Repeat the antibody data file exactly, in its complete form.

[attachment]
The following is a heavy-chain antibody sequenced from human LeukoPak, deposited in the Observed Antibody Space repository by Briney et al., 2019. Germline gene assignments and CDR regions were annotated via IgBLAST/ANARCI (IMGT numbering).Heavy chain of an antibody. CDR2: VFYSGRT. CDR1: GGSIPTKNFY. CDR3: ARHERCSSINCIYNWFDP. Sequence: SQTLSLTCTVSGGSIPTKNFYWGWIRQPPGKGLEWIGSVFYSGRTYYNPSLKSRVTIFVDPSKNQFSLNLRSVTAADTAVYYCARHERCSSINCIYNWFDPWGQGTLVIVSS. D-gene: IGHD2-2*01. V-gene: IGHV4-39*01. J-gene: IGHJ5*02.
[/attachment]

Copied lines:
The following is a heavy-chain antibody sequenced from human LeukoPak, deposited in the Observed Antibody Space repository by Briney et al., 2019. Germline gene assignments and CDR regions were annotated via IgBLAST/ANARCI (IMGT numbering).Heavy chain of an antibody. CDR2: VFYSGRT. CDR1: GGSIPTKNFY. CDR3: ARHERCSSINCIYNWFDP. Sequence: SQTLSLTCTVSGGSIPTKNFYWGWIRQPPGKGLEWIGSVFYSGRTYYNPSLKSRVTIFVDPSKNQFSLNLRSVTAADTAVYYCARHERCSSINCIYNWFDPWGQGTLVIVSS. D-gene: IGHD2-2*01. V-gene: IGHV4-39*01. J-gene: IGHJ5*02.